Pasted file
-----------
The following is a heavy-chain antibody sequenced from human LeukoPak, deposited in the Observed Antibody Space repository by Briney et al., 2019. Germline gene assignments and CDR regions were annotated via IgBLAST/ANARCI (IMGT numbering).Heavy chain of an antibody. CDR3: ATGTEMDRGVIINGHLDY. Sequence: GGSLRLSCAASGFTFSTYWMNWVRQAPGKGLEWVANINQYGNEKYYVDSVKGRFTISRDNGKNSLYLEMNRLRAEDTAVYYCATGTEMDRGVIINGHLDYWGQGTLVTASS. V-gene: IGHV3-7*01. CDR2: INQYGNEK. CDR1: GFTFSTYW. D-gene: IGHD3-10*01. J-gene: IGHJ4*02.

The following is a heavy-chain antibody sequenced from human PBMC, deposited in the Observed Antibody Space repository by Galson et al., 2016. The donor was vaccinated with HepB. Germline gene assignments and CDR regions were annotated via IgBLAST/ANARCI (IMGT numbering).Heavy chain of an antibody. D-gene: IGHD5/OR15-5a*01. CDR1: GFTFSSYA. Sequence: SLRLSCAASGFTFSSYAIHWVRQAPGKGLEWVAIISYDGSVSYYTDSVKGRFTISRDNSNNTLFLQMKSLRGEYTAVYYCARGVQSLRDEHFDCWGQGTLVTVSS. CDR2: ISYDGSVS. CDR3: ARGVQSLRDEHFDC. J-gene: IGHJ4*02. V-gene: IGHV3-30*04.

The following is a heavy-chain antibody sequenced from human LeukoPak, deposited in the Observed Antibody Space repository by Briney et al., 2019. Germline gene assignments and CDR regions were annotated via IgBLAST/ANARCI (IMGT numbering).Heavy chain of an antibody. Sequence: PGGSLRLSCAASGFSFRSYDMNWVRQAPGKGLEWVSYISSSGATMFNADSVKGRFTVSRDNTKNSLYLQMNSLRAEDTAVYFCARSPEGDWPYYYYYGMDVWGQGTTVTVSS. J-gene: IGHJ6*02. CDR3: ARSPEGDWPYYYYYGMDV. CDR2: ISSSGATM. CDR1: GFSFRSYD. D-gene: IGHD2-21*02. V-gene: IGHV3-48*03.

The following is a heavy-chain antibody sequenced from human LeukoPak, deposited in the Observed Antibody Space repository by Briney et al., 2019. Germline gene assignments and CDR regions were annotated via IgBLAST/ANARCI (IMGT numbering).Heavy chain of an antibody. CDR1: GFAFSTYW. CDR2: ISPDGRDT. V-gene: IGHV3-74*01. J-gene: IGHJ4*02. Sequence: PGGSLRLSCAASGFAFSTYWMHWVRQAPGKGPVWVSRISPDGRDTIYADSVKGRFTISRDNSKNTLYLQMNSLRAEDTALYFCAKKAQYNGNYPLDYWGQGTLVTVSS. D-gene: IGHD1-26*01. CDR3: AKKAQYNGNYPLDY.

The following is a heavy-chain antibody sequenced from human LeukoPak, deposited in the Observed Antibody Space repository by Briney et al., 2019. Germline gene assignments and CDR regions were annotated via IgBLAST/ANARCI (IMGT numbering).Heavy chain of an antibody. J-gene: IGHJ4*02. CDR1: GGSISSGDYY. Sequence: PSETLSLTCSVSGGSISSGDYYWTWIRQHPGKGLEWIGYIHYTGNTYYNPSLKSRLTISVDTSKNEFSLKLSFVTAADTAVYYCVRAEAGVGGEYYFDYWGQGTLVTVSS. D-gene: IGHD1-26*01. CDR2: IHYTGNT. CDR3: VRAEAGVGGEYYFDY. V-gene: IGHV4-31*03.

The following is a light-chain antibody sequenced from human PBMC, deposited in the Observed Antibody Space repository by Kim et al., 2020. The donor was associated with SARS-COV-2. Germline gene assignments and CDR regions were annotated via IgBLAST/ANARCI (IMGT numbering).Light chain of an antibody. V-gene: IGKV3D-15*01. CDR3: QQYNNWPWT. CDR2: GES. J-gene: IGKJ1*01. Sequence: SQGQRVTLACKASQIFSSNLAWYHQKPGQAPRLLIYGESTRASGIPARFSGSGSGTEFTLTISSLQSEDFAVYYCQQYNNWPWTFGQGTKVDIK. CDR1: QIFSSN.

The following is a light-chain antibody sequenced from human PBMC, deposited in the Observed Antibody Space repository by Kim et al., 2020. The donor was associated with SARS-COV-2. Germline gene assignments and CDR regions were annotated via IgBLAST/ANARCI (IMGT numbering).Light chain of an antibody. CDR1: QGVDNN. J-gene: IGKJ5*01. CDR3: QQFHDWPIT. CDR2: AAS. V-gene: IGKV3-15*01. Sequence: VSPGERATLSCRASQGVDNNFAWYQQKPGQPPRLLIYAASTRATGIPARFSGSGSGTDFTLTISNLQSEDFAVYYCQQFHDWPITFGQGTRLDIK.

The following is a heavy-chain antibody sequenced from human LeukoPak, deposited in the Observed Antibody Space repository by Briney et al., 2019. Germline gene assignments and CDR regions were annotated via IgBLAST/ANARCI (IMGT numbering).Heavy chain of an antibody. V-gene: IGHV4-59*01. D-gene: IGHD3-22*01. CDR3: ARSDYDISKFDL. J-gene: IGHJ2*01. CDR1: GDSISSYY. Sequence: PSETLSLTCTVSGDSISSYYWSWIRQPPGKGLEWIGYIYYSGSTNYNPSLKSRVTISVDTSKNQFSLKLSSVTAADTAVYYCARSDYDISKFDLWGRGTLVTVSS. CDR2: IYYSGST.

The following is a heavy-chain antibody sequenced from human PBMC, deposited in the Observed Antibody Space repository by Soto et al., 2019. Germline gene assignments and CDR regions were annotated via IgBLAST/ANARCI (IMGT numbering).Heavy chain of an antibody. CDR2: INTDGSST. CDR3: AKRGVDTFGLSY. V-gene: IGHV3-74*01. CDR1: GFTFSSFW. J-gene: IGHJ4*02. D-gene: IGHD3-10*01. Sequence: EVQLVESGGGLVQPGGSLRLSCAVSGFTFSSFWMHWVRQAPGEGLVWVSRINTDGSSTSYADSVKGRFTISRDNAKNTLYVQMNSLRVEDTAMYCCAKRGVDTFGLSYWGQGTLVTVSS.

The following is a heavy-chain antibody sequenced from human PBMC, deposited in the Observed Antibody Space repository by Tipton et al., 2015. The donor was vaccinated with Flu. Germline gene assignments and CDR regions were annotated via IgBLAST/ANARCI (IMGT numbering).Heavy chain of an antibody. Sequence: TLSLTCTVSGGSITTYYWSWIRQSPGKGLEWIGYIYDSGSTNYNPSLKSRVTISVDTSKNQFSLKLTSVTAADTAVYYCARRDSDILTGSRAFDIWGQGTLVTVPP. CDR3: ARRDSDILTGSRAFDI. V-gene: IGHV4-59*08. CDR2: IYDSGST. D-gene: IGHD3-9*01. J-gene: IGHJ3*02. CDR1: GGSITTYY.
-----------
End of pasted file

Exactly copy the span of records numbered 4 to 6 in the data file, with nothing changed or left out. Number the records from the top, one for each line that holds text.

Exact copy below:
The following is a heavy-chain antibody sequenced from human LeukoPak, deposited in the Observed Antibody Space repository by Briney et al., 2019. Germline gene assignments and CDR regions were annotated via IgBLAST/ANARCI (IMGT numbering).Heavy chain of an antibody. CDR1: GFAFSTYW. CDR2: ISPDGRDT. V-gene: IGHV3-74*01. J-gene: IGHJ4*02. Sequence: PGGSLRLSCAASGFAFSTYWMHWVRQAPGKGPVWVSRISPDGRDTIYADSVKGRFTISRDNSKNTLYLQMNSLRAEDTALYFCAKKAQYNGNYPLDYWGQGTLVTVSS. D-gene: IGHD1-26*01. CDR3: AKKAQYNGNYPLDY.

The following is a heavy-chain antibody sequenced from human LeukoPak, deposited in the Observed Antibody Space repository by Briney et al., 2019. Germline gene assignments and CDR regions were annotated via IgBLAST/ANARCI (IMGT numbering).Heavy chain of an antibody. J-gene: IGHJ4*02. CDR1: GGSISSGDYY. Sequence: PSETLSLTCSVSGGSISSGDYYWTWIRQHPGKGLEWIGYIHYTGNTYYNPSLKSRLTISVDTSKNEFSLKLSFVTAADTAVYYCVRAEAGVGGEYYFDYWGQGTLVTVSS. D-gene: IGHD1-26*01. CDR2: IHYTGNT. CDR3: VRAEAGVGGEYYFDY. V-gene: IGHV4-31*03.

The following is a light-chain antibody sequenced from human PBMC, deposited in the Observed Antibody Space repository by Kim et al., 2020. The donor was associated with SARS-COV-2. Germline gene assignments and CDR regions were annotated via IgBLAST/ANARCI (IMGT numbering).Light chain of an antibody. V-gene: IGKV3D-15*01. CDR3: QQYNNWPWT. CDR2: GES. J-gene: IGKJ1*01. Sequence: SQGQRVTLACKASQIFSSNLAWYHQKPGQAPRLLIYGESTRASGIPARFSGSGSGTEFTLTISSLQSEDFAVYYCQQYNNWPWTFGQGTKVDIK. CDR1: QIFSSN.